By: Karin Murphy Caro
What is stalking?
According to the Department Of Justice:
Stalking is a pattern of repeated and unwanted attention, harassment, contact, or any other course of conduct directed at a specific person that would cause a reasonable person to feel fear.
Stalking can include:
Many people use the term "stalking" very loosely in this age of digital accessibility. Many even joke about the term stating, "I Facebook stalked him." or "I was stalking your social media and I saw that you had just taken a trip and I was wondering how it was…"
Those are innocent enough but the truth is that stalkers can make your life a living hell and stalking is scary, it’s dangerous and in many cases, illegal.
Here Are Some Startling Statistics About Stalkers in the U.S.
The act of stalking is often the culmination of several acts which, when taken on their own, are perfectly legal. When the acts are put together to bully, harass or intimidate someone, then it rises to the level of stalking. When another person's actions instill a sense of fear in the recipient, then it becomes stalking. Statistically, most stalking cases involve a man stalking a woman and a majority of these cases, involve a woman being stalked by an abusive husband or boyfriend whom she is trying to escape (80%). In other cases, it can be a casual acquaintance, a co-worker or a former co-worker. However, in rare cases, the stalker is completely unknown to the victim.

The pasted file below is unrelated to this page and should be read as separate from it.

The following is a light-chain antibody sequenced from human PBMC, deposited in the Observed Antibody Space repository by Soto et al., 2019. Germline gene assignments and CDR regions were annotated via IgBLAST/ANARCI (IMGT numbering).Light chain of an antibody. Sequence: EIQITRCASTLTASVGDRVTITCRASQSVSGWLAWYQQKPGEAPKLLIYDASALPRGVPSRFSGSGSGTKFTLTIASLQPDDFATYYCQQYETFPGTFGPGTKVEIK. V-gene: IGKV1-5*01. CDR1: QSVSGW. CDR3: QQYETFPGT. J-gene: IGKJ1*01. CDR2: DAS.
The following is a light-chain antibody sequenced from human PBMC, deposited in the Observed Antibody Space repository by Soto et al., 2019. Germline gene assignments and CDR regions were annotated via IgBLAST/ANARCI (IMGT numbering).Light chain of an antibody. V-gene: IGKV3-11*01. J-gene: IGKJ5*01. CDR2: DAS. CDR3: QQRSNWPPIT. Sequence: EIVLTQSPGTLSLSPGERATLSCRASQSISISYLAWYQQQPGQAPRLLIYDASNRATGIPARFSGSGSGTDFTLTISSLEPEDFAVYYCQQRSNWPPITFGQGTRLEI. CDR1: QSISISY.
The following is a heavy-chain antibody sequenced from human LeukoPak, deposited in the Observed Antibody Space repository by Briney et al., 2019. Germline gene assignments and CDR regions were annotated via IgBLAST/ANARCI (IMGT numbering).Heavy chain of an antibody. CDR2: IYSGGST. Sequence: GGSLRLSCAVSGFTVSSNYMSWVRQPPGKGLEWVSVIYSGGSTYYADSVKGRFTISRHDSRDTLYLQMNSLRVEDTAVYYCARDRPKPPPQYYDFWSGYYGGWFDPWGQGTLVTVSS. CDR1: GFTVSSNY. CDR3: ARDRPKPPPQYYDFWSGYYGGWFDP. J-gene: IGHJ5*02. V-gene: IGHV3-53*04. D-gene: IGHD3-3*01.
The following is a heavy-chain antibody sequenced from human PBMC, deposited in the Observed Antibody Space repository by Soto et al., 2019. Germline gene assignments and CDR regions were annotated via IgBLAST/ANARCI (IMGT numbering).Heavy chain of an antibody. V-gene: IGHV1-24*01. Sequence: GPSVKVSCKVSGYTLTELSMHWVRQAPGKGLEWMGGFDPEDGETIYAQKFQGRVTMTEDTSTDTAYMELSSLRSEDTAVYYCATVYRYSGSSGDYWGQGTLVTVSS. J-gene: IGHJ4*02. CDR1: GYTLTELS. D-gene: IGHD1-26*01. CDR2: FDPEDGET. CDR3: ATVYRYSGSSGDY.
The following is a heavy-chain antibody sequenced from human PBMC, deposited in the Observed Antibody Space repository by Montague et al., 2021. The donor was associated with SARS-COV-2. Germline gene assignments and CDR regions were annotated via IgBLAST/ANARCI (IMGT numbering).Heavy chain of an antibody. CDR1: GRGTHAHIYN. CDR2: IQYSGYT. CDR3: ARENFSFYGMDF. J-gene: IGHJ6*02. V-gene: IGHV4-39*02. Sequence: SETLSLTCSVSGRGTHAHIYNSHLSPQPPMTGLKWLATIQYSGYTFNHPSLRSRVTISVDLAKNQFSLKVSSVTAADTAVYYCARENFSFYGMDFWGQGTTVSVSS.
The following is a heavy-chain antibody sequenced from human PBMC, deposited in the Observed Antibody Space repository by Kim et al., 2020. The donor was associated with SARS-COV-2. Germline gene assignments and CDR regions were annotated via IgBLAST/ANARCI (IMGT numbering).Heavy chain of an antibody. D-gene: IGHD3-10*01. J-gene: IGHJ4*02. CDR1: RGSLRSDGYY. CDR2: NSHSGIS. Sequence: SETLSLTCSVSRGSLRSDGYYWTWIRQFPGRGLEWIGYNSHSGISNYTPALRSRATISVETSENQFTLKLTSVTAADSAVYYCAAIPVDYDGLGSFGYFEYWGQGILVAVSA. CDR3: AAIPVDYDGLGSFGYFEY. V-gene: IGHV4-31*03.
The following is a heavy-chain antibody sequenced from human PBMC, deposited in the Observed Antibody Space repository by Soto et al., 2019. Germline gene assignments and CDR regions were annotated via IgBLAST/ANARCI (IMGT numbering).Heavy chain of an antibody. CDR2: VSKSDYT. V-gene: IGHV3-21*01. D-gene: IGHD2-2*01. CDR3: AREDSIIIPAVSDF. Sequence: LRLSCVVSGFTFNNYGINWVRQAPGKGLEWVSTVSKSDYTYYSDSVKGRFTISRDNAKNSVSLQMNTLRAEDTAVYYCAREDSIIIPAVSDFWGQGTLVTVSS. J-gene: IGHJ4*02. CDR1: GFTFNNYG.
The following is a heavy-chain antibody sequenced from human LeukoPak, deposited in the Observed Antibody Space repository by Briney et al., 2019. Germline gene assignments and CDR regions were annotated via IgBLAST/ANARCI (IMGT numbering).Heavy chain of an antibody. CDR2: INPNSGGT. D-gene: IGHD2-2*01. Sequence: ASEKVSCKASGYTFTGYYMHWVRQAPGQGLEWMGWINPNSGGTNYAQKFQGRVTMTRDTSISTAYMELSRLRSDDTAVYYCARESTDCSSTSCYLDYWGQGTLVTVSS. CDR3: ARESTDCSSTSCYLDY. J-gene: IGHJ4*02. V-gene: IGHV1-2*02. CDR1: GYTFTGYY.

In NY, it is usually easy to get an Order Of Protection against a stalker but beware, a malicious stalker can manipulate the law and the police to use it against his/her victim. There is a Mandatory Arrest Law, a Domestic Violence Statute that requires police to arrest an alleged batterer regardless of evidence. Mandatory arrests are common in some regions but not used in others, partially due to considerable controversy over the validity of the law. While proponents say that mandatory arrest can save lives and may be more effective than other domestic violence tactics, many people suggest that it may reduce the likelihood that abused victims will call the police OR it can be used to hurt the actual victim by disregarding the rights of the accused and failure to produce evidence or probable cause for arrest. Think about it, if a stalker wants to intimidate, bully, stalk or threaten, what better way but to use the law and the police force to do so?
The majority of stalkers cease their stalking when confronted by police about their actions. If the behavior persists, then it becomes a criminal matter. Most stalking incidents are punished as misdemeanors and carry a maximum sentence of up to one year in jail. The charge can be enhanced to a felony if the stalker threatened the victim with a firearm, has a previous stalking conviction, violated a protective order or directed his conduct toward a child. The sentence for felony stalking varies, but it can be as long as 10 years in a state prison. Again, I emphasize a stalker using this law to hurt the victim. The police need to be diligent in these cases and they need to have more ability to investigate.
If you are being stalked, the best thing you can do to help yourself is to document everything. Log all phone calls and save messages on an answering machine and keep all letters, threats and gifts. Let your friends, family members and co-workers know so they can also report to police if they see your stalker or if they have been approached by someone the stalker knows. These actions will help keep you safe and build a criminal case against the stalker.
In NYS, call this hotline for Domestic Violence help: 1-800-942-6906
Karin Murphy is an investigative reporter. Through her own experiences she took an interest in undercover & investigative work.